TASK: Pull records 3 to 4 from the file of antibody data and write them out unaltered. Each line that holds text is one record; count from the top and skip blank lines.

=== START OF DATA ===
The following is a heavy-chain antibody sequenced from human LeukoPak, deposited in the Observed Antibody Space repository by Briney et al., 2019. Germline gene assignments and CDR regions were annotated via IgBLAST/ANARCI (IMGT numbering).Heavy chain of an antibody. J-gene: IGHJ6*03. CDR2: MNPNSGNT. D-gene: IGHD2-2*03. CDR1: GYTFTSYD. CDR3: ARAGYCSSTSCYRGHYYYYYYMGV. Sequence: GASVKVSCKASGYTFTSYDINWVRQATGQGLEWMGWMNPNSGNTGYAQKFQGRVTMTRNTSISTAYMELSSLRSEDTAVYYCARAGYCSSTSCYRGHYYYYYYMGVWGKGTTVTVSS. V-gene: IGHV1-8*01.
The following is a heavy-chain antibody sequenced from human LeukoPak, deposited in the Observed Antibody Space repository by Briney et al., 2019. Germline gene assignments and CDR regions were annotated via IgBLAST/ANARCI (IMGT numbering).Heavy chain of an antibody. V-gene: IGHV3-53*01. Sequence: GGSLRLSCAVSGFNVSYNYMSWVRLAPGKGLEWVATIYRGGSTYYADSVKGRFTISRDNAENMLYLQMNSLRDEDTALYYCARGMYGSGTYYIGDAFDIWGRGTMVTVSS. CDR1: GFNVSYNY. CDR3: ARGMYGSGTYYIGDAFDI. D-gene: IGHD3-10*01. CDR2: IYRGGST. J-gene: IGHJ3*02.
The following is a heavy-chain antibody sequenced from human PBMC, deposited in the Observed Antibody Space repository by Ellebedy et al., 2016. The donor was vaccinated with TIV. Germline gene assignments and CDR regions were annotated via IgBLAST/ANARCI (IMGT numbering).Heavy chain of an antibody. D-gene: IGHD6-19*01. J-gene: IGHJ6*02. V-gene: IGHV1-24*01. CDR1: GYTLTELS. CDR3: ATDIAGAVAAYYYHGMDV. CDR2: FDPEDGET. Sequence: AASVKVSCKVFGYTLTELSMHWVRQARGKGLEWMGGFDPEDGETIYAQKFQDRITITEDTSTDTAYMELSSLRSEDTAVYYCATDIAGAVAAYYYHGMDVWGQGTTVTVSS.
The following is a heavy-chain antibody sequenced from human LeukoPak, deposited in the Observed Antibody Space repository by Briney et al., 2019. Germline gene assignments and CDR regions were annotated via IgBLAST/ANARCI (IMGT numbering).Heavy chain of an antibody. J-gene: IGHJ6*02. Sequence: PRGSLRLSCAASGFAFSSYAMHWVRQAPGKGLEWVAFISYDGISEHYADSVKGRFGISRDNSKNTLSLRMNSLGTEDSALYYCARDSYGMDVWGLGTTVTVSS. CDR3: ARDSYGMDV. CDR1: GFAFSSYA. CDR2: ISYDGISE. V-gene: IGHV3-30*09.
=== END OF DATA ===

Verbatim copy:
The following is a heavy-chain antibody sequenced from human PBMC, deposited in the Observed Antibody Space repository by Ellebedy et al., 2016. The donor was vaccinated with TIV. Germline gene assignments and CDR regions were annotated via IgBLAST/ANARCI (IMGT numbering).Heavy chain of an antibody. D-gene: IGHD6-19*01. J-gene: IGHJ6*02. V-gene: IGHV1-24*01. CDR1: GYTLTELS. CDR3: ATDIAGAVAAYYYHGMDV. CDR2: FDPEDGET. Sequence: AASVKVSCKVFGYTLTELSMHWVRQARGKGLEWMGGFDPEDGETIYAQKFQDRITITEDTSTDTAYMELSSLRSEDTAVYYCATDIAGAVAAYYYHGMDVWGQGTTVTVSS.
The following is a heavy-chain antibody sequenced from human LeukoPak, deposited in the Observed Antibody Space repository by Briney et al., 2019. Germline gene assignments and CDR regions were annotated via IgBLAST/ANARCI (IMGT numbering).Heavy chain of an antibody. J-gene: IGHJ6*02. Sequence: PRGSLRLSCAASGFAFSSYAMHWVRQAPGKGLEWVAFISYDGISEHYADSVKGRFGISRDNSKNTLSLRMNSLGTEDSALYYCARDSYGMDVWGLGTTVTVSS. CDR3: ARDSYGMDV. CDR1: GFAFSSYA. CDR2: ISYDGISE. V-gene: IGHV3-30*09.